Earlier this year I brought on 12 associate photographers. After having our 3rd baby I quickly realized that I could not do it all. I had been referring clients to other photographers for years, either because my pricing was outside their budget or I was already booked.
I did a lot of research trying to find more information about building an associate program and fell short. I decided to build a program that worked for me, my brand, and most importantly my clients. I must clarify that these associate photographers are not employees, they are sub-contractors. They are responsible for their own taxes. I fill out a 1099 form for each associate to claim their earnings at the end of the year.
Here is how I built my associate photographer program:
I started with conversations, I have a handful of clients and friends who were interested in photography. Some of them are creative moms, some have small photography businesses, some are students who want to earn some extra income.
I updated my website, I designed an associate photographer page with more info about the program and a place for potential associate photographers to apply and where clients can learn more about the program. Check it out here.
I went to social media, shared my excitement on instagram and facebook with a link back to my blog. Within minutes I got applications and several encouraging comments. I scheduled interviews with each applicant and learned about their goals, equipment, and experience. Personality was the most important to me, as technical skills can be taught.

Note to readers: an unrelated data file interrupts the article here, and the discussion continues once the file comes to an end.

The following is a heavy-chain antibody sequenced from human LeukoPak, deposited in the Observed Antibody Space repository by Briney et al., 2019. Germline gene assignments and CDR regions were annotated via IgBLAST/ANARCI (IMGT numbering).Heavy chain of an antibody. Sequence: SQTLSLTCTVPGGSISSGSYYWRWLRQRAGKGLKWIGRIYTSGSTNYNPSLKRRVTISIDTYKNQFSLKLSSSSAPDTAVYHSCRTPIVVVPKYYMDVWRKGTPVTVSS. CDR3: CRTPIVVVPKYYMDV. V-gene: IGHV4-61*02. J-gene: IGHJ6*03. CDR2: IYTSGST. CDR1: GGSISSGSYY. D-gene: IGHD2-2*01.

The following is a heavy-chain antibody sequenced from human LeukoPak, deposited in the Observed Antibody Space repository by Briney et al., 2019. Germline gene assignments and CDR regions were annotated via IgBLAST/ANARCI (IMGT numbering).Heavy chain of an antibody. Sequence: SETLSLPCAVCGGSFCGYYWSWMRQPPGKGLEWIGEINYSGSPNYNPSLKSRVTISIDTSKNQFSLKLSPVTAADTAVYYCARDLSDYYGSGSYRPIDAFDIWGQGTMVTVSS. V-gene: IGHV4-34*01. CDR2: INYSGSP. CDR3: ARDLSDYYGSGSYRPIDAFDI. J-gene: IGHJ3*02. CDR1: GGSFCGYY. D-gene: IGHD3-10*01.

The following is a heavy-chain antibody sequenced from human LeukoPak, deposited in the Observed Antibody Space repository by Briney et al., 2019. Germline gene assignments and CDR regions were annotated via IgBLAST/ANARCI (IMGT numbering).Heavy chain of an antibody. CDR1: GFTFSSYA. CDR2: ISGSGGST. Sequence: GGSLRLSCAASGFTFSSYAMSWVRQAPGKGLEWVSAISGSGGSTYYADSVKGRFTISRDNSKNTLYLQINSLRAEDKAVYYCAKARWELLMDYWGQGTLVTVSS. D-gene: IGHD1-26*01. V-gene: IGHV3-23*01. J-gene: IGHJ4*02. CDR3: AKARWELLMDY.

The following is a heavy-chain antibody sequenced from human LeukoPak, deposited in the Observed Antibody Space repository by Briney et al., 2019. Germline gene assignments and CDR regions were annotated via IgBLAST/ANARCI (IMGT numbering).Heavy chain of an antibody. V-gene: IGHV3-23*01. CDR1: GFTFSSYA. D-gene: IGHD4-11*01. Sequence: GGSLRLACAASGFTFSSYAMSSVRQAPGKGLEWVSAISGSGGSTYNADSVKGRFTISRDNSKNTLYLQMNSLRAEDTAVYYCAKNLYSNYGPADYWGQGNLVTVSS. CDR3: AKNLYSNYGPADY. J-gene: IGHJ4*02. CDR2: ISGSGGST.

I welcomed my new associates with a workshop and headshots. I covered 3 shooting practices and had a family to photograph to ensure consistency. The best part was when the associates began photographing each other and watching the community and relationships begin to build. Below are the 3 things that I covered:
Back Button Focus
Custom White Balance
AI Servo to capture movement
We created a Group me, this streamlined our communication. When assignments come available we can post information and communicate as a group.
Many photographers require their associates to sign a “non-comp” or non-compete clause (meaning they cannot earn money through any other forms of photography, including their own brands) I know this is risky, but I was more interested in building a community of photographers who are passionate about being a team and serving the clients than competition.
Payment and contracts, for events such as weddings, the associate signs a contract and is paid a retainer to ensure availability on the day of the event. Payment is delivered to the associate after the images have been imported and reviewed as quality.
I have had a team of associates for a few months. It is still a learning process as we navigate a whole new way of business in our community. We have booked over 20 associate shoots, created a fundraiser for a client, held a workshop, and built some lasting friendships and grown as a community.
I am an open book so if you have any questions about building an associate photographer program I would be happy to answer them!